University and higher education teachers   49,600 kroner/month €79,800 per year
Vocational education teacher  43,700  €70,300
Secondary education teachers  50,300  €80,900
Primary school  and early childhood  41,000  €66,000
Language teachers 47,500  €76,400

Creative Industries  

International hits like Borgen and the Chestnut Man have made Danish actors household names. But screenwriters, producers and other industry creatives have been pushing for fairer rights-sharing and compensation agreements with streaming giants like Netflix — with mixed results. 

Photographers  39,000 kroner/month €62,700 / year
Authors, journalists and linguists  49,000  €78,800
Graphic and multimedia designers 40,400 €65,000
Public relations 48,400 €77,900
Advertising and marketing  49,000 €78,800
Film, stage, and related directors and producers 43,900 €70,600

READ MORE: How streaming is pushing Danish film to breaking point 

Technology and IT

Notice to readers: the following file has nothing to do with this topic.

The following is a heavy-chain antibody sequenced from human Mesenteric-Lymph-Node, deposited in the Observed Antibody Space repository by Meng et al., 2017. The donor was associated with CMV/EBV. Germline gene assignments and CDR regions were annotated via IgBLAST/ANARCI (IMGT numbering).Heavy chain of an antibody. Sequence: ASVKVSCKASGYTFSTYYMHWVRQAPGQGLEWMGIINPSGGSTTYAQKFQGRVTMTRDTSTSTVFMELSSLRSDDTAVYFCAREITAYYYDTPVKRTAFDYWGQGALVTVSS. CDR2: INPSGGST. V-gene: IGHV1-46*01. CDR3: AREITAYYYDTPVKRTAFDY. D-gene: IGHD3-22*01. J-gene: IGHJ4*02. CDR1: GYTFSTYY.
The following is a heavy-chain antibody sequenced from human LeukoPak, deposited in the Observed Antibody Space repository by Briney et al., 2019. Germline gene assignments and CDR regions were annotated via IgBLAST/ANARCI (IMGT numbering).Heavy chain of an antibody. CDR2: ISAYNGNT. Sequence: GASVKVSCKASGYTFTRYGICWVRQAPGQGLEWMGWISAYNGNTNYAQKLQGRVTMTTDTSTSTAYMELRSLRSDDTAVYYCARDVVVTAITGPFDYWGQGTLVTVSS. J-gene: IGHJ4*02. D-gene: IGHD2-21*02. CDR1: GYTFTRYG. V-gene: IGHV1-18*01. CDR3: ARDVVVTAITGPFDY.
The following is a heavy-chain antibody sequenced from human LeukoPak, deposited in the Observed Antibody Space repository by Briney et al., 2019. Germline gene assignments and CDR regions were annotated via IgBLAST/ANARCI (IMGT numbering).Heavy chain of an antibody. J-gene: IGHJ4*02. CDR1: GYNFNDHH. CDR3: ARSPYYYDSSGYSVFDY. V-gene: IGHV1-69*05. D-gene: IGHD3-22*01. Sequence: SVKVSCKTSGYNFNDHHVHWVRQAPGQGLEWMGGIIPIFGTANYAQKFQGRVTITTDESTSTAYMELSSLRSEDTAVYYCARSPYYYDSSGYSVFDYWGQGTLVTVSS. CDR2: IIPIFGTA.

Software developers  57,600 kroner/month €92,700 / year
Web and multimedia developers  47,700 €76,700
Applications programmers  60,000 €96,500


Just like any other country, engineers in Denmark take home a tidy sum, with mining engineers leading the pack. 

Mechanical Engineers 59,000 kroner/month €94,900 / year
Chemical Engineers 65,000 €104,600
Mining engineers, metallurgists and related professionals  82,600 €132,900
Electronics engineers  61,200 €98,400

READ MORE: How can you get a work permit in Denmark if you are not an EU national 


To round out our list, we’ve chosen some roles you might encounter in your everyday life, or in a Richard Scarry illustration. You can explore the full data sheet provided by Statistics Denmark here

Lawyers 65,600 €105,500 / year
Air traffic controllers  72,000 €115,800
Airplane pilots 81,600 €131,300
Veterinarians  53,000 €85,300
Police officers 42,700 €68,700
Building and related trades workers (excluding electricians) 38,200 €61,500
Painters 34,200 €55,000
Car, taxi and van drivers  30,100 €48,400
Garbage and recycling collectors 39,000 €62,700
Bus and tram drivers 32,500 €52,279

Member comments

  1. Last time you showed this data there was one simple spreadsheet. So, far I cannot get anything to come out of the page with all the choices.

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Unemployment down in Denmark but analysts predict more without work